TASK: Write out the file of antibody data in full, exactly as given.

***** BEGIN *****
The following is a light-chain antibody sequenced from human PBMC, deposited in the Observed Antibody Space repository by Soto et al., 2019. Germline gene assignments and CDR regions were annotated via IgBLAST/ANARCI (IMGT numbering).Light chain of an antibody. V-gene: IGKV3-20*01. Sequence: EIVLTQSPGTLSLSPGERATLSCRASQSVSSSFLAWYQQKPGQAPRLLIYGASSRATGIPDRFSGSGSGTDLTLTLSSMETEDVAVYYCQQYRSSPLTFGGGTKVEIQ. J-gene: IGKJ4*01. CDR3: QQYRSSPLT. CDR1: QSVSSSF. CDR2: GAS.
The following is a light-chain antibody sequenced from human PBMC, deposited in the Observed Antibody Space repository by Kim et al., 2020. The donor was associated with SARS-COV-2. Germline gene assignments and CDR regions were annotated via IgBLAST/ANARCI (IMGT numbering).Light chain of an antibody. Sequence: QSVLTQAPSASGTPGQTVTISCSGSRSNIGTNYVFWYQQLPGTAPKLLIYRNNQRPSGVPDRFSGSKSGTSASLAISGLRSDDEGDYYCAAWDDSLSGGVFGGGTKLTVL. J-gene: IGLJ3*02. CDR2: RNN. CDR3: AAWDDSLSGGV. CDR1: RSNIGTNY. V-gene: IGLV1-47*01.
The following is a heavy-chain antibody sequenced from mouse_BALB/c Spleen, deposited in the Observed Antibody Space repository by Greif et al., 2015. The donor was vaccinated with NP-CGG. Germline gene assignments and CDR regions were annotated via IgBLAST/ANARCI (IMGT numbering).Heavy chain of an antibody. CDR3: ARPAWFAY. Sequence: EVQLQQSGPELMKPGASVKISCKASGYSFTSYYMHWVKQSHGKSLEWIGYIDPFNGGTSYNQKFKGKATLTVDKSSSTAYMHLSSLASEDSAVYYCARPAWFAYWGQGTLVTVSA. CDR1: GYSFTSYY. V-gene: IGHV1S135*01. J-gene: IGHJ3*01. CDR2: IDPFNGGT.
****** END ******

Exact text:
The following is a light-chain antibody sequenced from human PBMC, deposited in the Observed Antibody Space repository by Soto et al., 2019. Germline gene assignments and CDR regions were annotated via IgBLAST/ANARCI (IMGT numbering).Light chain of an antibody. V-gene: IGKV3-20*01. Sequence: EIVLTQSPGTLSLSPGERATLSCRASQSVSSSFLAWYQQKPGQAPRLLIYGASSRATGIPDRFSGSGSGTDLTLTLSSMETEDVAVYYCQQYRSSPLTFGGGTKVEIQ. J-gene: IGKJ4*01. CDR3: QQYRSSPLT. CDR1: QSVSSSF. CDR2: GAS.
The following is a light-chain antibody sequenced from human PBMC, deposited in the Observed Antibody Space repository by Kim et al., 2020. The donor was associated with SARS-COV-2. Germline gene assignments and CDR regions were annotated via IgBLAST/ANARCI (IMGT numbering).Light chain of an antibody. Sequence: QSVLTQAPSASGTPGQTVTISCSGSRSNIGTNYVFWYQQLPGTAPKLLIYRNNQRPSGVPDRFSGSKSGTSASLAISGLRSDDEGDYYCAAWDDSLSGGVFGGGTKLTVL. J-gene: IGLJ3*02. CDR2: RNN. CDR3: AAWDDSLSGGV. CDR1: RSNIGTNY. V-gene: IGLV1-47*01.
The following is a heavy-chain antibody sequenced from mouse_BALB/c Spleen, deposited in the Observed Antibody Space repository by Greif et al., 2015. The donor was vaccinated with NP-CGG. Germline gene assignments and CDR regions were annotated via IgBLAST/ANARCI (IMGT numbering).Heavy chain of an antibody. CDR3: ARPAWFAY. Sequence: EVQLQQSGPELMKPGASVKISCKASGYSFTSYYMHWVKQSHGKSLEWIGYIDPFNGGTSYNQKFKGKATLTVDKSSSTAYMHLSSLASEDSAVYYCARPAWFAYWGQGTLVTVSA. CDR1: GYSFTSYY. V-gene: IGHV1S135*01. J-gene: IGHJ3*01. CDR2: IDPFNGGT.